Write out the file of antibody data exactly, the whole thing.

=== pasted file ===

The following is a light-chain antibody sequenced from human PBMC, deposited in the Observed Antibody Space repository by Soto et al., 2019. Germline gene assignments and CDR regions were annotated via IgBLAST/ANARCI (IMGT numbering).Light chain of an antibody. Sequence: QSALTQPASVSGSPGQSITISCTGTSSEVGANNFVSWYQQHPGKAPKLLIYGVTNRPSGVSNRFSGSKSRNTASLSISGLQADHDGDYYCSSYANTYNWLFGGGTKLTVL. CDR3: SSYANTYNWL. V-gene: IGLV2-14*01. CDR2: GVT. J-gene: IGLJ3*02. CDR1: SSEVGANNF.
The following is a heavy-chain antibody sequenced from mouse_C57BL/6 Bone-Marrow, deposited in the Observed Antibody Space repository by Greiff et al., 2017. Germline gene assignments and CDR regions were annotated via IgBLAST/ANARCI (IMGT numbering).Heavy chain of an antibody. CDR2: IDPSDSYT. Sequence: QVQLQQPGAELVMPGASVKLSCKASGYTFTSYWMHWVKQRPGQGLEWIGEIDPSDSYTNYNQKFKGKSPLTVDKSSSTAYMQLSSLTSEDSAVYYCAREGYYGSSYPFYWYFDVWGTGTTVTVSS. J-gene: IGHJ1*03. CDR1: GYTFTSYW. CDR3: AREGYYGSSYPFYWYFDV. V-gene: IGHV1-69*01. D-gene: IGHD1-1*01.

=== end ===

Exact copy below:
The following is a light-chain antibody sequenced from human PBMC, deposited in the Observed Antibody Space repository by Soto et al., 2019. Germline gene assignments and CDR regions were annotated via IgBLAST/ANARCI (IMGT numbering).Light chain of an antibody. Sequence: QSALTQPASVSGSPGQSITISCTGTSSEVGANNFVSWYQQHPGKAPKLLIYGVTNRPSGVSNRFSGSKSRNTASLSISGLQADHDGDYYCSSYANTYNWLFGGGTKLTVL. CDR3: SSYANTYNWL. V-gene: IGLV2-14*01. CDR2: GVT. J-gene: IGLJ3*02. CDR1: SSEVGANNF.
The following is a heavy-chain antibody sequenced from mouse_C57BL/6 Bone-Marrow, deposited in the Observed Antibody Space repository by Greiff et al., 2017. Germline gene assignments and CDR regions were annotated via IgBLAST/ANARCI (IMGT numbering).Heavy chain of an antibody. CDR2: IDPSDSYT. Sequence: QVQLQQPGAELVMPGASVKLSCKASGYTFTSYWMHWVKQRPGQGLEWIGEIDPSDSYTNYNQKFKGKSPLTVDKSSSTAYMQLSSLTSEDSAVYYCAREGYYGSSYPFYWYFDVWGTGTTVTVSS. J-gene: IGHJ1*03. CDR1: GYTFTSYW. CDR3: AREGYYGSSYPFYWYFDV. V-gene: IGHV1-69*01. D-gene: IGHD1-1*01.